Health science centres announced for region

The creation of three academic health science centres (AHSC) in the West Midlands has been announced by West Midlands minister Liam Byrne, MP, during a visit to The University of Warwick’s Medical School.

The AHSC at Warwick will be the first in the Midlands and will bring together all the NHS trusts across Coventry and Warwickshire to draw on the university’s world-leading research expertise in systems biology, engineering and medicine.

Another two AHSCs are planned in the region.

For more details see The University of Warwick.  

Fast Forward winners are crowned

A panel of top car experts decides who has designed the best car to win the ideasforlife.tv Fast Forward competition.

Groups of students from three schools have spent the last two months designing their own car from scratch, with the help of advice from experts from across the West Midlands, as part of the challenge.

It’s the last lap of the contest where the students pitch their designs to the panel of judges in their bid to win the title.

  Fast Forward final

Learning taken to virtual world in project

The benefits of using virtual world technology for learning are to be studied in a research project at Birmingham City University.

The Learning in Virtual Environments, LiVE, project will see students undertake film production exercises, using the internet-based virtual world Second Life.

The study is led by Birmingham City University’s Technology Innovation Centre (TIC), together with the University’s Learning Technology Development Unit and technology partner, Daden Ltd, a leading specialist in virtual environments. The project is funded by the regional development agency, Advantage West Midlands, through its interactive digital media initiative, which promotes the use of new digital technology.

For more see Birmingham City University. 

Midlands winner of science medal

Aston University’s Professor Yvonne Perrie has been announced as the 2007 winner of the prestigious British Pharmaceutical Conference science medal, primarily for her work in improving the delivery of drugs using minute particles called liposomes.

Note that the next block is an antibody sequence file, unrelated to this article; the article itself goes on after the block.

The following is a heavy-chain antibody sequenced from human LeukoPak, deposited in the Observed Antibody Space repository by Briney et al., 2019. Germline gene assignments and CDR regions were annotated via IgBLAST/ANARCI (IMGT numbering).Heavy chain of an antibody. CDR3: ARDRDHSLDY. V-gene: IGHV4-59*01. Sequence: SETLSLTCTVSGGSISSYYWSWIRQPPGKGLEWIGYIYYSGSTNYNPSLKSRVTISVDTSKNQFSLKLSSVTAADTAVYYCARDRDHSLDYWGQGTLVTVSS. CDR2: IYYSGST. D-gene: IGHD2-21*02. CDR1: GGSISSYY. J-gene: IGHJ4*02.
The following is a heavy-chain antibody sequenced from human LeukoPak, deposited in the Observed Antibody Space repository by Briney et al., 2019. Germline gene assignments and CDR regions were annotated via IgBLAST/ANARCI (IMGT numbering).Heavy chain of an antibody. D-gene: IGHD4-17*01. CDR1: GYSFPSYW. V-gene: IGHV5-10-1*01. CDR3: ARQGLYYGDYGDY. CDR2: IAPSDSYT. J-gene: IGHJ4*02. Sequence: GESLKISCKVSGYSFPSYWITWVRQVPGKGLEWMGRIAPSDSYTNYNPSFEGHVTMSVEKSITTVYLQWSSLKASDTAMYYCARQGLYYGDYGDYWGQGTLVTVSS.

The science medal is awarded annually to a scientist working in a pharmaceutical or related discipline who has produced work of outstanding promise and has demonstrated a proven track record of independent research.

Her research has been applied to improve the potency of drugs while reducing their side-effects and in particular to enhancing the effect of vaccines to protect against a range of infectious diseases.

For more details see Aston University

Health academy launched for better NHS workforce

A health academy has been launched to help the NHS get the best workforce in the West Midlands and enable health workers to get jobs in the sector.

The academy, a partnership between universities and the NHS Trusts in the region, will aim to provide the best advice and guidance on employment within the NHS as well as movement into and between each educational institution for thousands of people.

The Midlands’ Health Academy (MHA) was initially developed through a partnership between Aston University, Heart of Birmingham Teaching Primary Care Trust, Birmingham City University and Matthew Boulton College. It now involves a wide range of employers, Midland universities and organisations including the Learning and Skills Council, Staffordshire University and Keele University.

The Academy will target local schools, colleges and universities to inspire young people to become part of the NHS workforce and will also encourage returners to work from this country and refugees who already have health care experience from their own countries and require additional training. Existing NHS workers will also benefit from the academy by having the opportunity to advance their careers through additional training and guidance.

For more details see Aston University

Alzheimer’s patients have high levels of magnetic iron oxides

Higher than normal levels of magnetic iron oxides are present in Alzheimer patients, researchers at Keele University have discovered.

The results of a small scale study of Alzheimer patients indicates that iron accumulation associated with Alzheimer’s appears to involve the formation of strongly magnetic iron compounds.

The findings could lead to a method of diagnosing the disease using an MRI scan.

For more see Keele University.

Penicillin resistance research could save millions of lives

Research to overcome the resistance of bacteria to the anti-biotic penicillin, being led by the University of Warwick, could help to save millions of lives.

The research could mean penicillin being effective in treating hospital superbugs like MRSA and diseases like tuberculosis and pneumonia which kill millions of people a year, all of which have developed a resistance to penicillin.

Researchers have identified a protein that is key to bacteria becoming resistant to the anti-biotic, opening the possibility of developing a drug that could inhibit the protein.

For more details see the University of Warwick.